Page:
We need to think beyond higher education and training for the answer to the unemployment problem.
It is 43 years since the 1976 Soweto Uprising and 25 years into democracy, yet the youth of South Africa continue to struggle for financial freedom. Affordable, quality education is hard to come by, and even after graduating, employment is tough to find. Desperate graduates have been “begging” for work at traffic lights, others use social media to spread the word about their qualification after having tried more traditional avenues without success.
In 2015, South Africa had a total population of 54.96 million registered citizens with 66 percent of those citizens considered as the youth, meaning that they were under the age of 35. In the past couple of years, youth unemployment has soared from 40% to 55.2%, which means a large percentage of the South African population is unemployed.
Protests and demonstrations have yielded historic strides. The June 1976 uprising saw school children take to the streets after oppressive apartheid laws introduced Afrikaans as a medium of instruction at schools. It altered the socio-political landscape and is etched into our history.
The recent #FeesMustFall protests that began in mid-October 2015 drew much needed attention to rising tertiary education fees and the cost of higher education since the dawn of democracy.
But these strides have yet to translate into economic freedom and youth employment.
Since the youth cannot just pick up posters and placards and go to the streets demanding work, it is imperative that young people begin to make their own strides and create their own employment opportunities.
With so many qualified professionals sitting in debt for degrees that will hang on the wall of their parent’s living rooms collecting dust, we need to think beyond higher education and training for the answer to the unemployment problem. Perhaps the issue is that the question of what should happen after the degree is obtained is often left for the eleventh hour whereas it should be addressed even before the application is filled out.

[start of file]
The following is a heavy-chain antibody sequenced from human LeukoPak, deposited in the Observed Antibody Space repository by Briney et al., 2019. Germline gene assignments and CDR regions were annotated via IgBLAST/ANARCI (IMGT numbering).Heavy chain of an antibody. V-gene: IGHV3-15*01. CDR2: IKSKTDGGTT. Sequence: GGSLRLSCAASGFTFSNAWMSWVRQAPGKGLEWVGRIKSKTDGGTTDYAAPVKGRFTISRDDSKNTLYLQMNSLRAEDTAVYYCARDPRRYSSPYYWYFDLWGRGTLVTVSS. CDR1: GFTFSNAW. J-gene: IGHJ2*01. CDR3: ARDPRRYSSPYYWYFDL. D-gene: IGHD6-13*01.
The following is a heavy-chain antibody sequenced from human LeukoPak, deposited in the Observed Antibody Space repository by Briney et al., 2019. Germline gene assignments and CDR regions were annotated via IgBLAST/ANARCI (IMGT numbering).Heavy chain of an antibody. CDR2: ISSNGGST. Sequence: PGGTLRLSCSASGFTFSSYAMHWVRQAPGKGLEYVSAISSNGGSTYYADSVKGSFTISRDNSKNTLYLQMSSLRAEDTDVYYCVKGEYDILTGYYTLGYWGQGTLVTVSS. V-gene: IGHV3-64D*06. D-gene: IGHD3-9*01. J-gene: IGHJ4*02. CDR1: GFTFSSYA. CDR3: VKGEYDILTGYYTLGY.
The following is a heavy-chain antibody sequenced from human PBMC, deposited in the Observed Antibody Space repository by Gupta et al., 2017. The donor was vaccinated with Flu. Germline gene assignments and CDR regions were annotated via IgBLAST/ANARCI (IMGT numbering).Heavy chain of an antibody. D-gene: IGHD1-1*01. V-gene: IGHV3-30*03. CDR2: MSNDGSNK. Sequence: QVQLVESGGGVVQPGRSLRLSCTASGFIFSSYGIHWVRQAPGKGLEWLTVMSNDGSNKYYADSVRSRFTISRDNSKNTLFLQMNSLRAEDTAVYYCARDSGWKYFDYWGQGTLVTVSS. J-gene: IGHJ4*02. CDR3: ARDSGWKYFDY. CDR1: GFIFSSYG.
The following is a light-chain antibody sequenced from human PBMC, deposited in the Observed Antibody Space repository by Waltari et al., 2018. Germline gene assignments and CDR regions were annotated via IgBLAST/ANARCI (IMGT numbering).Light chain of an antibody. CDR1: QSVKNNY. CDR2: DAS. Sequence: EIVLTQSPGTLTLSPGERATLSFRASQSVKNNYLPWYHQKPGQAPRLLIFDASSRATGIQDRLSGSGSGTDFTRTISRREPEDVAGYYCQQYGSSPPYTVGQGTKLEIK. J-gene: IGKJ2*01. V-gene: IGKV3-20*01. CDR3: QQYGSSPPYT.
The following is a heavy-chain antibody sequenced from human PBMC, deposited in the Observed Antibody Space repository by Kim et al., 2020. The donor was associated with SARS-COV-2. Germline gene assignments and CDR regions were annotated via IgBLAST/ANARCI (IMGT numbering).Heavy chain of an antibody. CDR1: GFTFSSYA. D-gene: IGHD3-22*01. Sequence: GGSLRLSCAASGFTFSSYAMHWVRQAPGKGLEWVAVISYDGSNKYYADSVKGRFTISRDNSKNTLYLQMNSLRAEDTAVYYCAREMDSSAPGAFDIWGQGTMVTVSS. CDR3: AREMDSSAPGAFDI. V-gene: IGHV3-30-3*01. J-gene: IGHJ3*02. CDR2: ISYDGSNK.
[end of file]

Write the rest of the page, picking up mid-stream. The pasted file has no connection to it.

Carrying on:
Even though government must take responsibility to ensure that the young people of South Africa are employed, it is also up to us, the youth, to become active participants in the country’s economy. We must become job-creators and not simply be job-seekers.
In a day and age where it only costs R175.00 to register a company, young people have an array of possibilities to partner up and create employment opportunities for themselves and others. A friend of mine once jokingly said something that never left me while we were undergraduate students, she said: “Should our careers not work out, let’s start a business.” She even designated jobs for us based on what we were studying at the time, from marketing head to the accounts department.
These are the kinds of mindsets that universities, and really our entire education system, discourages the youth from having. Yet we look at the youth unemployment stats each year and wonder where the solution is going to come from. Well, we are the solution. Or as author Sihle Bolani puts it, “we are the ones we need!”
South Africa has an endless ocean of business possibilities and opportunities for the youth to explore. Instead of educating ourselves on the latest format of a CV, we should look into educating each other on the latest format of a business proposal.
We need more entrepreneurial and skills education in our curriculum. And while it is the responsibility of the government to make sure that the gap is bridged, it won’t happen overnight. It’s up to us to volunteer and leverage any and every opportunity we can get to acquire the kind of skills and knowledge that will aid us to not only generate an income for ourselves but also create employment opportunities for our fellow youth.
It has been time for quite some time now; we cannot sit and wait for something to be done to help the young people of South Africa. Vuk’uzenzele! The new trending question should be how many young people have you employed to date?